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Chrome Google Open Source Software

With Community Help, Chrome Could Support Side Tabs Extension 117

jones_supa writes The lack of a vertical tab strip (or "Tree Style Tab" as the Firefox extension is called) has been under a lot of discussion under Chrome/Chromium bug tracker. Some years ago, vertical tabs existed as an experimental feature enabled with a "secret" command line parameter, but that feature was eventually removed from the browser. Since then, Google has been rather quiet about whether such feature is still on the roadmap. Now, a Google engineer casts some light on the issue. He says that a tree-style interface for tabs would be overly complex as a native implementation, but Google would back the idea of improving the extensions interface to support a sidebar-like surface to render the tab UI on, if someone from the open source community would step forward to do the work to drive the feature to completion.
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With Community Help, Chrome Could Support Side Tabs Extension

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  • by markdavis ( 642305 ) on Monday January 19, 2015 @12:42AM (#48848077)

    Meanwhile, Firefox takes away the choice for users to have tabs on bottom (below the menu bar and bookmark bar) , like many want. Since Mozilla now has SUCH a desire to be EXACTLY like Chrome, it should be no surprise they would remove user choice, and even add an annoying and identical menu button on the right.

    Thankfully, for now, you can get sane behavior back with the "Classic Theme Restorer" add-on. Yet again, Add-on's save the day and show off one of Firefox's main strengths. Back to Chrome- who knows, maybe they will start adding user choice?

    Considering how important browsers are to a user's computer experience, I fail to understand why Chrome is so hostile to customization and why Mozilla is following that same path now. Let users put things where they want them (at least without artificial limits), and don't take away existing customization options!

    • Seriously, it's better.

      • Use SeaMonkey. It's the same Mozilla codebase, but with traditional features like built in HTML editor, email, newsreader.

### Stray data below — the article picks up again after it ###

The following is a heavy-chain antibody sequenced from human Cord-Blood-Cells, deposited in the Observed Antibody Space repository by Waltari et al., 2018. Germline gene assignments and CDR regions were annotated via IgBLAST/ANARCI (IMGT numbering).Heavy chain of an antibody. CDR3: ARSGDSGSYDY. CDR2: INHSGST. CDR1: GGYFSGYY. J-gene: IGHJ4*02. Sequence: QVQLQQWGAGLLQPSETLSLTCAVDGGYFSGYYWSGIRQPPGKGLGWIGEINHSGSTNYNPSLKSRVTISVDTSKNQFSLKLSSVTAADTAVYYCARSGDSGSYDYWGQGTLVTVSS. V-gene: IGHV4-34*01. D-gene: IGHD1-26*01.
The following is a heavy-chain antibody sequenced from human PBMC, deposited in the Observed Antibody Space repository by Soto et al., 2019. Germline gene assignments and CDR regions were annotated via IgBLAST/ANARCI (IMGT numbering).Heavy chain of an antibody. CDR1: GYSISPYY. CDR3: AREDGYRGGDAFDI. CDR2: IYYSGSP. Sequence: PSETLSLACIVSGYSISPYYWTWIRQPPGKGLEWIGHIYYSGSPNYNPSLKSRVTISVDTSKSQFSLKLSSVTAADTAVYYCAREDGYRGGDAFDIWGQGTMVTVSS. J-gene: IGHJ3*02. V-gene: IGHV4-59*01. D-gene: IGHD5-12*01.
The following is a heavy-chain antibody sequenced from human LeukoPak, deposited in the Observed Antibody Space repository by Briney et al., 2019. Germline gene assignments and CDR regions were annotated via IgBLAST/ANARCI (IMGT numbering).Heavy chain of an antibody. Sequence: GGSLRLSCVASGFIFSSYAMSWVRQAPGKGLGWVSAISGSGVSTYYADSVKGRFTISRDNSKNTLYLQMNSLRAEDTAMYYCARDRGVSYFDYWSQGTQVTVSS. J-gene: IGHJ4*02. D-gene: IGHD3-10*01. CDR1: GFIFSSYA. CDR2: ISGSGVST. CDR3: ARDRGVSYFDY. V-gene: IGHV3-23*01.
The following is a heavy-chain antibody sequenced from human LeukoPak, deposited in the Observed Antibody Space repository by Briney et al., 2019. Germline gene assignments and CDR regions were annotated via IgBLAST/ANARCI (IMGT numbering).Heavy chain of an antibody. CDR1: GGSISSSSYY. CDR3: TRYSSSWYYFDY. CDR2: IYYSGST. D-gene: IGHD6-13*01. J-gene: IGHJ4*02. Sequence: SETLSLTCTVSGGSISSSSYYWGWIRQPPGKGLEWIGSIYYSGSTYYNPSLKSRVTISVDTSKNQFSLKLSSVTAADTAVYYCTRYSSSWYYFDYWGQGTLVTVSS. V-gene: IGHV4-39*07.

• by zixxt ( 1547061 )

        Seriously, it's better.

        Umm no its not. It's a hacked together outdated fork that is slower and more crash prone than Firefox plus a ton of add-ons do not work with it.

    • by aix tom ( 902140 )

      I just defected to Pale Moon [palemoon.org] two month ago.

      Absolutely brilliant. Firefox as it used to be. Configurable like it was in the good old days, with that Australis interface ripped out. (And even returned to a sane version numbering scheme lately).

      TreeStyle Tab works for vertical tabs (in contrast to SeaMonkey, where it doesnt), and with "Firefox 3 Theme for Firefox 4++ Reloaded" it works, looks and behaves exactly as the Firefox did in its best days. I finally feel "at home" again on the Internet without being i

    • by jlv ( 5619 )
      +1 for "Classic Theme Restorer"
  • My favorite feature of Firefox is load background tabs on demand, its a shame other browsers do not have this. I can start up Firefox with 200 tabs from the previous session and it starts up nice and quick, with other browsers if I did this I could go make a pot of coffee and it browser would still be loading when I came back.

    • Re: (Score:2, Informative)

      i used to do that

      i discovered chrome has a "bookmark all tabs..." option if you right click on any open tab

      pick a location for the folder (i have a top level folder full of 9 numbered folders, so it's chronological)

      done

      so after 20-30 open tabs, i bookmark all, flush all open tabs, and move on with a much saner life

      you should as well

    • Re: (Score:2, Informative)

      by Anonymous Coward